All those flat screens televisions sticking out of shopping carts in the aisles of Target stores early Friday morning were no optical illusion.
The retailer made a Black Friday value statement by featuring several models at extremely low prices and just minutes after the clock stuck midnight carts filled with flat screens were knifing through the gathering crowds at Target stores as well as other retailers. In Target’s case, it featured a 46-in. Westinghouse LCD for $298 on the cover of its circular and inside the cover it offered an Element brand 40-in. TV for $265. Shoppers looking for a better brand name and small screen size could opt for a 32-in. Samsung for $277. Compelling values on consumer electronics are typically a big traffic generator on Black Friday, but this year the difference make was the early opening hours.
Half of all consumer electronics buyers shopped the midnight doorbusters between 12 a.m. and 3 a.m., a huge increase from the 13% who bought last year during that time period, according to Stephen Baker, a VP of industry analysis at NPD. More than 28% of the shopping trips by consumer electronics buyers occurred between Thanksgiving night and 3 a.m. on Friday, a significant increase over the 5 percent in 2010.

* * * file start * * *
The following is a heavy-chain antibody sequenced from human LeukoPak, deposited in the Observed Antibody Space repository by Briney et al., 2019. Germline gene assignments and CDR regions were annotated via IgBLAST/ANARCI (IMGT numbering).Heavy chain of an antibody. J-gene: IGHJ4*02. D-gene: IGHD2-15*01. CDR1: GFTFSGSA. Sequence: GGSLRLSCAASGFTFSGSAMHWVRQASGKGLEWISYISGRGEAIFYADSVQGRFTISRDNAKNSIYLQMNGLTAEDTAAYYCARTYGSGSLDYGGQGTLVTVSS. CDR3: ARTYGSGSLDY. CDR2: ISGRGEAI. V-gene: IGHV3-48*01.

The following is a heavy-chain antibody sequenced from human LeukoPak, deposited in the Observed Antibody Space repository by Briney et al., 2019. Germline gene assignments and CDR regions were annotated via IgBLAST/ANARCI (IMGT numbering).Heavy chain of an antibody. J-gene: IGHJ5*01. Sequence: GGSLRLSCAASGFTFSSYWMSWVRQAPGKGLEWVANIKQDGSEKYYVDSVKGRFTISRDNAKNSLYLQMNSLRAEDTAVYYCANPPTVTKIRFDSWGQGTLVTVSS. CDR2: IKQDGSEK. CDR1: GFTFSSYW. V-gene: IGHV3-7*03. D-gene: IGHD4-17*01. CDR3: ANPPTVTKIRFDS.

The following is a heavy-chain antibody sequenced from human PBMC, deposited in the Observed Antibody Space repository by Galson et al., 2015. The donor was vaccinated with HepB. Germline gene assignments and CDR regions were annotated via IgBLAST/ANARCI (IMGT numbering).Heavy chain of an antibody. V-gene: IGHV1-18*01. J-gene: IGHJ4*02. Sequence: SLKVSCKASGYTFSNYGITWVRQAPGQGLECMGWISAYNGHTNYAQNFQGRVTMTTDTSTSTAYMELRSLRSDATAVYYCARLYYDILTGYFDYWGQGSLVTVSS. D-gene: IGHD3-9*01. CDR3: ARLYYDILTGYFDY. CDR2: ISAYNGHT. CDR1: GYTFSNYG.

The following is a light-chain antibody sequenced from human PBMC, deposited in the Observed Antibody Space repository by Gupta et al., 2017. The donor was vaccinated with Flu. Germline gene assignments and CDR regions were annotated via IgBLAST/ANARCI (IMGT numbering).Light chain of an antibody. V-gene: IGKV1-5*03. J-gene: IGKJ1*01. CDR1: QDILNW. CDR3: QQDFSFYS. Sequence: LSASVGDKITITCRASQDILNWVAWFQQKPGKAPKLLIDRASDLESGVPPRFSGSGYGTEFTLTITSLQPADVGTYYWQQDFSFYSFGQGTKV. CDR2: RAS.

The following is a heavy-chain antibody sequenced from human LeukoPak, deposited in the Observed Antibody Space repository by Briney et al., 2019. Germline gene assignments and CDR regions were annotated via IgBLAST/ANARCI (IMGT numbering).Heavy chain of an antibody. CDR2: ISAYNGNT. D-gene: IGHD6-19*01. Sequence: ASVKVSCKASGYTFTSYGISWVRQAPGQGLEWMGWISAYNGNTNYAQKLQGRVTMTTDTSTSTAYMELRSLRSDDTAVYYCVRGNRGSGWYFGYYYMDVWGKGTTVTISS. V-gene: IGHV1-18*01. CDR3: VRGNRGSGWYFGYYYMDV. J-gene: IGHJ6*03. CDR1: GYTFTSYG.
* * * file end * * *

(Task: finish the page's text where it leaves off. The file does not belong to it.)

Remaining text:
Baker noted that consumer electronics products had the largest gain in share of shoppers, of any major category on Black Friday increasing by nearly 5 points from 19.7 in 2010 to 24.4 in 2011. In addition, he said nearly 6% of all Black Friday shoppers walked out with a new TV, a 36% increase from 2010. Smartphones, video game systems and software, and tablets also were extremely popular as buyers increased by 85%, 35% and 34%, respectively.
“A confluence of factors have kept consumer electronics top of mind during Black Friday,” Baker said. “A combination of the Black Friday promotional period expanding, the continuing focus on electronics in advertising and sales messaging, and the popularity of the category in general have helped to make Black Friday the consumer electronics shopping holiday.”